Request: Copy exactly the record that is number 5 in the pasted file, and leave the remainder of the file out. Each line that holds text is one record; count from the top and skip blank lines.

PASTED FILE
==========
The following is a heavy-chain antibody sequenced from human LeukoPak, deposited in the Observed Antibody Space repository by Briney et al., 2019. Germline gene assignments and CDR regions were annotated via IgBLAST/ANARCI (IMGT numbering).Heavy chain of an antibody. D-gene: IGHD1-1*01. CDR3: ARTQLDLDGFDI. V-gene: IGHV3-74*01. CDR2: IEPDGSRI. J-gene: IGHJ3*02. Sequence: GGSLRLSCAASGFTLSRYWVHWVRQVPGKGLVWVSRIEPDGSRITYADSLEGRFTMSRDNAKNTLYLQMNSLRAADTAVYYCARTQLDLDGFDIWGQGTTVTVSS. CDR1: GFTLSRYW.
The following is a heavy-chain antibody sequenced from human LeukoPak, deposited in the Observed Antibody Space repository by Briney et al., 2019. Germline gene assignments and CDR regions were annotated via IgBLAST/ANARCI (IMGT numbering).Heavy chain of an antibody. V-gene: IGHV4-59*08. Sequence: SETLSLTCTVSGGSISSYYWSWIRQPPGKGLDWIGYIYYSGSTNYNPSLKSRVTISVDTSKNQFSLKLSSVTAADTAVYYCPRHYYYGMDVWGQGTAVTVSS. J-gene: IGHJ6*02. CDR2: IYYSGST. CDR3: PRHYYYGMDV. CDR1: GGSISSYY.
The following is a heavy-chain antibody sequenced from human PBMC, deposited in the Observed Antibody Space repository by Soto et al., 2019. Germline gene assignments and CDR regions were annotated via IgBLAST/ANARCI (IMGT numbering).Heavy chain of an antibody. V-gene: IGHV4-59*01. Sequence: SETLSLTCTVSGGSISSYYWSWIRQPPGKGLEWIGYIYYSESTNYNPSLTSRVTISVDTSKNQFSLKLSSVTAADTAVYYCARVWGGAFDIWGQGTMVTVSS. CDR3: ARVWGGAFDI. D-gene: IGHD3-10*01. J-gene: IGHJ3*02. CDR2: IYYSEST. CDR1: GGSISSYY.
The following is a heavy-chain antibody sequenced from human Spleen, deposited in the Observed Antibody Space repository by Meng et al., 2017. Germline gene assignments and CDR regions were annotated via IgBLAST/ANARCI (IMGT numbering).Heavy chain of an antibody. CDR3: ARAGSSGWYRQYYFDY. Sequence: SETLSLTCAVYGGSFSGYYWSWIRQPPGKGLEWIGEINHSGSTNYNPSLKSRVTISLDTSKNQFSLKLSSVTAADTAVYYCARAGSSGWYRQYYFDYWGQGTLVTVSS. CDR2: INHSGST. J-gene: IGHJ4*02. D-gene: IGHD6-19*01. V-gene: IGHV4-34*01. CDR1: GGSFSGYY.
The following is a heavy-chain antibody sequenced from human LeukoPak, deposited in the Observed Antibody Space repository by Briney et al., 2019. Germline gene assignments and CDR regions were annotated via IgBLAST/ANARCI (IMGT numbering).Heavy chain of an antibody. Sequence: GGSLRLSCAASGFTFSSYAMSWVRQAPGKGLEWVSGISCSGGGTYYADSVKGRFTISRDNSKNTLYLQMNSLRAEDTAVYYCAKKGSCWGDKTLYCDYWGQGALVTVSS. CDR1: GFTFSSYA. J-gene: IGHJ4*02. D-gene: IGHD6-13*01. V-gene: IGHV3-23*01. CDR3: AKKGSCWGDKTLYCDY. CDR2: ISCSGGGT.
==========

The following is a heavy-chain antibody sequenced from human LeukoPak, deposited in the Observed Antibody Space repository by Briney et al., 2019. Germline gene assignments and CDR regions were annotated via IgBLAST/ANARCI (IMGT numbering).Heavy chain of an antibody. Sequence: GGSLRLSCAASGFTFSSYAMSWVRQAPGKGLEWVSGISCSGGGTYYADSVKGRFTISRDNSKNTLYLQMNSLRAEDTAVYYCAKKGSCWGDKTLYCDYWGQGALVTVSS. CDR1: GFTFSSYA. J-gene: IGHJ4*02. D-gene: IGHD6-13*01. V-gene: IGHV3-23*01. CDR3: AKKGSCWGDKTLYCDY. CDR2: ISCSGGGT.